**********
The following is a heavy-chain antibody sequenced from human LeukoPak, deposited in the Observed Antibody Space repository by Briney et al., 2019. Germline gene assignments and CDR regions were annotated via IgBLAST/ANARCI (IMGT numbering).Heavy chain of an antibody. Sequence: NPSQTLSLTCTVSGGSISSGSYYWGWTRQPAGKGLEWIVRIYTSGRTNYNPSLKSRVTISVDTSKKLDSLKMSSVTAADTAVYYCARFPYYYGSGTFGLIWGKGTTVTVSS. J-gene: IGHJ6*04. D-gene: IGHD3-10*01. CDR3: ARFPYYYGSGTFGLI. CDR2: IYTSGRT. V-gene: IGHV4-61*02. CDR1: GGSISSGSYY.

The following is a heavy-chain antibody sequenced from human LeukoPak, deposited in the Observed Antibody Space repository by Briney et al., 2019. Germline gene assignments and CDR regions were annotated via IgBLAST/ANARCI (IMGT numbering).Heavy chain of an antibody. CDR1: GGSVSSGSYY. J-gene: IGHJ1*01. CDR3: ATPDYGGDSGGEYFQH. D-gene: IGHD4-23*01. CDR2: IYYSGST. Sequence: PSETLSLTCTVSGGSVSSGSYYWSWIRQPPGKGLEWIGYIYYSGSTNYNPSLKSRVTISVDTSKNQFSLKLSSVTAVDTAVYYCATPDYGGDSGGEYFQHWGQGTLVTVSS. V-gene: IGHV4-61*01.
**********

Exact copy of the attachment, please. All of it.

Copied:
The following is a heavy-chain antibody sequenced from human LeukoPak, deposited in the Observed Antibody Space repository by Briney et al., 2019. Germline gene assignments and CDR regions were annotated via IgBLAST/ANARCI (IMGT numbering).Heavy chain of an antibody. Sequence: NPSQTLSLTCTVSGGSISSGSYYWGWTRQPAGKGLEWIVRIYTSGRTNYNPSLKSRVTISVDTSKKLDSLKMSSVTAADTAVYYCARFPYYYGSGTFGLIWGKGTTVTVSS. J-gene: IGHJ6*04. D-gene: IGHD3-10*01. CDR3: ARFPYYYGSGTFGLI. CDR2: IYTSGRT. V-gene: IGHV4-61*02. CDR1: GGSISSGSYY.

The following is a heavy-chain antibody sequenced from human LeukoPak, deposited in the Observed Antibody Space repository by Briney et al., 2019. Germline gene assignments and CDR regions were annotated via IgBLAST/ANARCI (IMGT numbering).Heavy chain of an antibody. CDR1: GGSVSSGSYY. J-gene: IGHJ1*01. CDR3: ATPDYGGDSGGEYFQH. D-gene: IGHD4-23*01. CDR2: IYYSGST. Sequence: PSETLSLTCTVSGGSVSSGSYYWSWIRQPPGKGLEWIGYIYYSGSTNYNPSLKSRVTISVDTSKNQFSLKLSSVTAVDTAVYYCATPDYGGDSGGEYFQHWGQGTLVTVSS. V-gene: IGHV4-61*01.